Black Death at the Golden Gate: The Race To Save America from the Bubonic Plague

Norton. May 2019. 304p. illus. bibliog. ISBN 9780393609455. $26.95; ebk. ISBN 9780393609462. MED
Reuters senior reporter Randall (Dreamland; The King and Queen of Malibu) presents a little-known aspect of California history. In 1899, Chinese immigrants crowded into a corner of San Francisco's Chinatown were dying of a strange disease. Dr. Joseph J. Kinyoun (1860–1919), a brilliant scientist who lacked social skills and had been banished to San Francisco by an envious boss, used his expertise in the new science of bacteriology to identify the illness as bubonic plague. At that time, no treatment existed. Finding a way to avoid an epidemic was a necessity, but racism, belief in pseudoscientific theories, and politics were major stumbling blocks. Kinyoun stood alone in his fight while politicians and the head of the Chinese Six Companies, more concerned about economics than public health, sued him for attempting a quarantine. It would take years for his successor, Dr. Rupert Blue (1868–1948), and his team to discover the role of rats and fleas in spreading the disease.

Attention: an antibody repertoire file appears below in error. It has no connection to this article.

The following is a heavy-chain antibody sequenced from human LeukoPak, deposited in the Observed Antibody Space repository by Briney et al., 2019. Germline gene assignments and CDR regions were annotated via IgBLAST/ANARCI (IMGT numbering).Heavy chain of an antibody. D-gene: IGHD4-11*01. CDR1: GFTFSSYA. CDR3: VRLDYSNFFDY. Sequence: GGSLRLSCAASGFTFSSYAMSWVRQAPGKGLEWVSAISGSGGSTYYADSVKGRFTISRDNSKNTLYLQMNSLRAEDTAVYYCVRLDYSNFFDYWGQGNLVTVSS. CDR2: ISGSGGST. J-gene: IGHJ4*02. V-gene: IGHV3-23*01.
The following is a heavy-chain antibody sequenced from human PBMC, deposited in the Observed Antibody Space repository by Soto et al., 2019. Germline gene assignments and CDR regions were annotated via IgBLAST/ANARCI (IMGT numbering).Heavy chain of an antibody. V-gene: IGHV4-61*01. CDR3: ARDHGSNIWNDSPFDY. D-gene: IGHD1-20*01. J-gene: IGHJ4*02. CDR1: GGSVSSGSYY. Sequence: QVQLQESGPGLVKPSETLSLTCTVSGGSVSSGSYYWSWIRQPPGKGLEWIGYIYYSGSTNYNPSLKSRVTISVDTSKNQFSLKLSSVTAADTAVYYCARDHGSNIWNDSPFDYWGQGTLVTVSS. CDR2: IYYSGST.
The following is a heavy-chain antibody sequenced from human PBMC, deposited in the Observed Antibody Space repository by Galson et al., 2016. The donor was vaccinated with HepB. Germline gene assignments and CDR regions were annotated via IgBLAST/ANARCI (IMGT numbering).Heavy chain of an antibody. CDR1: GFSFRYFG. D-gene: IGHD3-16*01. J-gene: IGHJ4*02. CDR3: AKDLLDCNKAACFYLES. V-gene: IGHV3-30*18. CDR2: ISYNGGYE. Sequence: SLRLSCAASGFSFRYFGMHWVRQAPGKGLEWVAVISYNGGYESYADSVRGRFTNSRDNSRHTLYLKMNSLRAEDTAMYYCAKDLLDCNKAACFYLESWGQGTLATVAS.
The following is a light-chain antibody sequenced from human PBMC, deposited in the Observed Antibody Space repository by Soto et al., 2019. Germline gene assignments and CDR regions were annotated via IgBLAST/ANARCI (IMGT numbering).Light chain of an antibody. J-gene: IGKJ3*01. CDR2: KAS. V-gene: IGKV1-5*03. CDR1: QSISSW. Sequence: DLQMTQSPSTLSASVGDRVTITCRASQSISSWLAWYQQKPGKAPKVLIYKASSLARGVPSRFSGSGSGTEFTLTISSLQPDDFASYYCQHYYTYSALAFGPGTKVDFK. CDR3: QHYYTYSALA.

VERDICT A wonderful page-turner featuring pioneering epidemiologists instead of spies, this is sure to please readers interested in the history of medicine and science. [See Prepub Alert, 12/6/18.]
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